In , further evidence of early complex projectile weapons in Africa was found at Aduma, Ethiopia dated 80,, years ago, in the form of points considered likely to belong to darts delivered by spear throwers. The Hofmeyr Skull is a specimen of a 36,year-old human skull that was found in near Hofmeyr , South Africa. Osteological analysis of the cranium by the Max Planck Institute for Evolutionary Anthropology indicates that the specimen is morphologically distinct from recent groups in subequatorial Africa, including the local Khoisan populations.

The Hofmeyr fossil instead has a very close affinity with other Upper Paleolithic skulls from Europe. Some scientists have interpreted this relationship as being consistent with the Out-of-Africa theory, which hypothesizes that at least some Upper Paleolithic human groups in Africa, Europe and Asia should morphologically resemble each other. Around 10, BCE, African hunter-gatherer societies developed microlith technologies.

Teen Archaeologist Finds a Tooth That's More Than , Years Old | Mental Floss

Composite microlithic tools were useful for harvesting wild grasses and also permitted the production of fine shell and bone fish hooks, which may have allowed for the exploitation of a broader range of food resources. All of the specimens belonged to maternal clades associated with either North Africa or the northern and southern Mediterranean littoral, indicating gene flow between these areas since the Epipaleolithic. It appears that pottery was independently invented in sub-Saharan Africa in Ounjougou, Central Mali by 9, BCE by native hunter-gatherers that had begun to become more sedentary and to intensively gather local wild grains such as millet.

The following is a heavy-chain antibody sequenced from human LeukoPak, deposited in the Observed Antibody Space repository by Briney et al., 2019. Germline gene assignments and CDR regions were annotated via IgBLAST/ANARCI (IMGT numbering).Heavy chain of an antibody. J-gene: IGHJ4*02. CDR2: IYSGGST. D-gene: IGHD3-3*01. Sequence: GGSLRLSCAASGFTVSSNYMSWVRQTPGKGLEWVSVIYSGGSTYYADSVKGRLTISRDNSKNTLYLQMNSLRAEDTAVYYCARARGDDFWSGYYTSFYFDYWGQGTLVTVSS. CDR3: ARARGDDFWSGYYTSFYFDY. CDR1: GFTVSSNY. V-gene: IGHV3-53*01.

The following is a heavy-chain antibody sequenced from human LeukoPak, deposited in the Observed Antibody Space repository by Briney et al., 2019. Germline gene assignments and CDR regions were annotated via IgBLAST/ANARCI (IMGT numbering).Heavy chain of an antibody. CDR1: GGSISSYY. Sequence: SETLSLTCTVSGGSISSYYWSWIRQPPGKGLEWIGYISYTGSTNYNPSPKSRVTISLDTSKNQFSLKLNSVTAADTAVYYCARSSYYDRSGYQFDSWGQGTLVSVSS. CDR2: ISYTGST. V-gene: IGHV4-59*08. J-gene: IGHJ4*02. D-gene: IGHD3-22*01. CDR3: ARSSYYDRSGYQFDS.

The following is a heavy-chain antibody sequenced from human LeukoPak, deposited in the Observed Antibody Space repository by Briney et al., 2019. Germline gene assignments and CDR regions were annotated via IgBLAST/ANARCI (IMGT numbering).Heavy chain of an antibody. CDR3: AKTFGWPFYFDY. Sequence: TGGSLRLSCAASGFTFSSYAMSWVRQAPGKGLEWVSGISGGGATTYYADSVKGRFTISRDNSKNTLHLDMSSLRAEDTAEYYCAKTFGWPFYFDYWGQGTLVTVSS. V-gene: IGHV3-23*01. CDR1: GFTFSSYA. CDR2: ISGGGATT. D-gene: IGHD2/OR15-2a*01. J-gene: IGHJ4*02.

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Cultural developments during the early Neolithic led nomadic hunter-gatherer lifestyles to be slowly supplanted by pastoralism in northern Africa. In the western Sahel the rise of settled communities occurred largely as a result of the domestication of millet and of sorghum. Archaeology points to sizable urban populations in West Africa later, beginning by the 2nd millennium BCE.

According to the scientists, the crypt, which also contained other bodies and artifacts, dates from around 3, BC. Part of the tunnel system that links an underground city discovered in Turkey.


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When Mustafa Bozdemir of Anatolia, Turkey, decided to dig under his single story home to create space, the last thing he was expecting to find was an ancient city. The underground city that we found by accident during restoration begins a few meters under the ground and has two levels. There are parts resembling underground remains of settlements in Cappadocia. When digging down, workmen discovered a rock cut entrance to a tunnel. The Littlemore Priory Pub is the only building that remains of a convent that once stood on the site.

Photo via Wikimedia Commons. Perhaps the most scandalous discovery in recent years has been the discovery of a burial ground of at least 35 disgraced nuns near Oxford, in the UK. The nuns had belonged to a nunnery—which opened in —that was run by an infamous prioress, Katherine Wells, who had nuns sleeping two to a bed and also had a child with a local priest.